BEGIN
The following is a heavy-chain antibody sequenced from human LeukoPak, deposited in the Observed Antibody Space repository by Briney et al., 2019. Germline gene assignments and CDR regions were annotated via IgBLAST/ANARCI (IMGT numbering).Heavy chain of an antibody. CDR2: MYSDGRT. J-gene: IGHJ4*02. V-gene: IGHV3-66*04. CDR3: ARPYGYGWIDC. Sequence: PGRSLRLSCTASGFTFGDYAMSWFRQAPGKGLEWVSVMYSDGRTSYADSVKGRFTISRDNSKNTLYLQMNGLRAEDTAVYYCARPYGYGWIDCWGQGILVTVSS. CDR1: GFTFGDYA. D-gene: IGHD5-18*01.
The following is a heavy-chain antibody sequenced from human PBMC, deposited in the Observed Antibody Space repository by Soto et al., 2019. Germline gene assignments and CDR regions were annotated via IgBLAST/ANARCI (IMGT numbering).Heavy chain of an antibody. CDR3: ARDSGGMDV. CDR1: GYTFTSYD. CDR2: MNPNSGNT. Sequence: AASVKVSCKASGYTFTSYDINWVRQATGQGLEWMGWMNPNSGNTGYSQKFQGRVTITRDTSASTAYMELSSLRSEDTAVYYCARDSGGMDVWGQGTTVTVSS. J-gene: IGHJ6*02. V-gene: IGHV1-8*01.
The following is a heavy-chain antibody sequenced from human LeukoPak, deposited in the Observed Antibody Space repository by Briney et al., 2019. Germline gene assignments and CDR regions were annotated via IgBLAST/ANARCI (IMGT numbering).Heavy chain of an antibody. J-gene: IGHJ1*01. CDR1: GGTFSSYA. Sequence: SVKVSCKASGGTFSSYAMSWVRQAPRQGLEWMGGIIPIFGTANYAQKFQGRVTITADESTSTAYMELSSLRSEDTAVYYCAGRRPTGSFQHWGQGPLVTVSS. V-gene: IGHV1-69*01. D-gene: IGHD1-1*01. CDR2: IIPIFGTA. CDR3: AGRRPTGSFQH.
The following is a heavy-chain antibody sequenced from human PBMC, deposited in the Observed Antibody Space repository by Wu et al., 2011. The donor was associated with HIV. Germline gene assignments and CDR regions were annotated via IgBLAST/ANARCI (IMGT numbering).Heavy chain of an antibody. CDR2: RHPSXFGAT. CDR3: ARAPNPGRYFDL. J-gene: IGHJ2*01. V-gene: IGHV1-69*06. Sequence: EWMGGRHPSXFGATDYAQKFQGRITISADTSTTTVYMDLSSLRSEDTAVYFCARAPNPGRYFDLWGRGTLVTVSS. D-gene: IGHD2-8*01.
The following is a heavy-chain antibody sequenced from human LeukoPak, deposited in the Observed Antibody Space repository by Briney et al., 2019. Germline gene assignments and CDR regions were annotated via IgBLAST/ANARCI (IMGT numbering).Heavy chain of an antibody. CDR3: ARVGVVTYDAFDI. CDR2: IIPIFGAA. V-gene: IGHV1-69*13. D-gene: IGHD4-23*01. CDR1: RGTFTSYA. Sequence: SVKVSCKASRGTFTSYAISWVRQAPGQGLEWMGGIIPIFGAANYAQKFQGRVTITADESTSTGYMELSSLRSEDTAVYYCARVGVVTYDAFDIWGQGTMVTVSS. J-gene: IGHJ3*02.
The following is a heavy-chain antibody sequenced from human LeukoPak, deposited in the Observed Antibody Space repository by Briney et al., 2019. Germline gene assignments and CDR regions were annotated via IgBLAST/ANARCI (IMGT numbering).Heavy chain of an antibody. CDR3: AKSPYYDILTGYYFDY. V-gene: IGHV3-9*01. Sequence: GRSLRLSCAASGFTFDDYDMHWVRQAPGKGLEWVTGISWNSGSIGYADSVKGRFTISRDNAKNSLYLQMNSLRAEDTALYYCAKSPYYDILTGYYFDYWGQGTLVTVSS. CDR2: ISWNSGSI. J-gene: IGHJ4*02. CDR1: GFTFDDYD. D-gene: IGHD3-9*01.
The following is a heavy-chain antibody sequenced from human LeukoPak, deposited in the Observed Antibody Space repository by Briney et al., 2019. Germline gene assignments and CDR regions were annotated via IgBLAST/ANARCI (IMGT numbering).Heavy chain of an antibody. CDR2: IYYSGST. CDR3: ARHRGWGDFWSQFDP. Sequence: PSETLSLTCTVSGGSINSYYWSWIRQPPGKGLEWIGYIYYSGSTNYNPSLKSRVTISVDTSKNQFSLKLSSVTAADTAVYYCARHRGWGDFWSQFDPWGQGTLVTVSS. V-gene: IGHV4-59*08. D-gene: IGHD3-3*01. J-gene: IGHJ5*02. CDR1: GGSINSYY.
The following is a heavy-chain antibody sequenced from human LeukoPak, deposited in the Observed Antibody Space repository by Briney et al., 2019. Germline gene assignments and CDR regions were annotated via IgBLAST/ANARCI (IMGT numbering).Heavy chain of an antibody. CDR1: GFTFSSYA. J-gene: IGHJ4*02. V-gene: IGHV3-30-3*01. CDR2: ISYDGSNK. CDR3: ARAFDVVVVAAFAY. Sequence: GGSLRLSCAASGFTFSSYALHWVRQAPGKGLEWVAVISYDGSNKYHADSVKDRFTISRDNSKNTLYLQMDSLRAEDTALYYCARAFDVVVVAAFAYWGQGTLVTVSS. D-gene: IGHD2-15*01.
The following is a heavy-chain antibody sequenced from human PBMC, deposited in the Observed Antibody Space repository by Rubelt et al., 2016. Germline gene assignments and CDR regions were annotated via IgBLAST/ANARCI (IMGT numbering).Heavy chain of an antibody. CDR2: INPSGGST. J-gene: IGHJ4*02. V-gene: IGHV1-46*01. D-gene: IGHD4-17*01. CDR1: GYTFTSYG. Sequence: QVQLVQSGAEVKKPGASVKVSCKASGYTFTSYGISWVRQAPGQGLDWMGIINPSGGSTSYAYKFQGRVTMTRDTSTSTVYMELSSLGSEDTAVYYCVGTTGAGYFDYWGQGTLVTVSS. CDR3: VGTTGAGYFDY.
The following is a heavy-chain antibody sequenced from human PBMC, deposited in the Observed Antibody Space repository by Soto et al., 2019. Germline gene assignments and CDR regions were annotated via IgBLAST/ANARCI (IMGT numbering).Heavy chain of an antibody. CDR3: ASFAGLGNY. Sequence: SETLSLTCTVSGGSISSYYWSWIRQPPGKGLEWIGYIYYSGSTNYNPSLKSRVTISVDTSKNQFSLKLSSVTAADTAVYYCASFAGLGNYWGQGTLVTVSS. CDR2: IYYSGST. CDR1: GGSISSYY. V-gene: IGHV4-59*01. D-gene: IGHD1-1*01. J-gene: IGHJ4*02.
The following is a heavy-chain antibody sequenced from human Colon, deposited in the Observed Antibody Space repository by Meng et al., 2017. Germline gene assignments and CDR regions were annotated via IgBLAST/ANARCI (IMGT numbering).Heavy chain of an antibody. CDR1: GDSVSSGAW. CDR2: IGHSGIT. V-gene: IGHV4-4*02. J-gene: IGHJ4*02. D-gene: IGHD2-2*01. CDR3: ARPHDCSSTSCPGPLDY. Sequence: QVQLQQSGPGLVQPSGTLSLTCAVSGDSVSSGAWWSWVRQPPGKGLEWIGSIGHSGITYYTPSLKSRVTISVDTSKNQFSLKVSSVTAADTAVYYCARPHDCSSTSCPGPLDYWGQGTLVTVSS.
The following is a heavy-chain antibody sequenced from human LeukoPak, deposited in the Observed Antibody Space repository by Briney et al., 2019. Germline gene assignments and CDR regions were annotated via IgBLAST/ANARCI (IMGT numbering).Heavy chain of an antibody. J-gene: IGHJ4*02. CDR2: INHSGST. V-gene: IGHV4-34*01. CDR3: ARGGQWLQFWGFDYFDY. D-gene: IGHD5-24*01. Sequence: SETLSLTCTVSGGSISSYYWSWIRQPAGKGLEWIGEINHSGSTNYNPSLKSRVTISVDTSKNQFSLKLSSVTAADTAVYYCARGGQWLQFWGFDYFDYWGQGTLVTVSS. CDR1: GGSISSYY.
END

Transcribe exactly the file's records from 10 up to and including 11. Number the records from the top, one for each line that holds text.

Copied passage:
The following is a heavy-chain antibody sequenced from human PBMC, deposited in the Observed Antibody Space repository by Soto et al., 2019. Germline gene assignments and CDR regions were annotated via IgBLAST/ANARCI (IMGT numbering).Heavy chain of an antibody. CDR3: ASFAGLGNY. Sequence: SETLSLTCTVSGGSISSYYWSWIRQPPGKGLEWIGYIYYSGSTNYNPSLKSRVTISVDTSKNQFSLKLSSVTAADTAVYYCASFAGLGNYWGQGTLVTVSS. CDR2: IYYSGST. CDR1: GGSISSYY. V-gene: IGHV4-59*01. D-gene: IGHD1-1*01. J-gene: IGHJ4*02.
The following is a heavy-chain antibody sequenced from human Colon, deposited in the Observed Antibody Space repository by Meng et al., 2017. Germline gene assignments and CDR regions were annotated via IgBLAST/ANARCI (IMGT numbering).Heavy chain of an antibody. CDR1: GDSVSSGAW. CDR2: IGHSGIT. V-gene: IGHV4-4*02. J-gene: IGHJ4*02. D-gene: IGHD2-2*01. CDR3: ARPHDCSSTSCPGPLDY. Sequence: QVQLQQSGPGLVQPSGTLSLTCAVSGDSVSSGAWWSWVRQPPGKGLEWIGSIGHSGITYYTPSLKSRVTISVDTSKNQFSLKVSSVTAADTAVYYCARPHDCSSTSCPGPLDYWGQGTLVTVSS.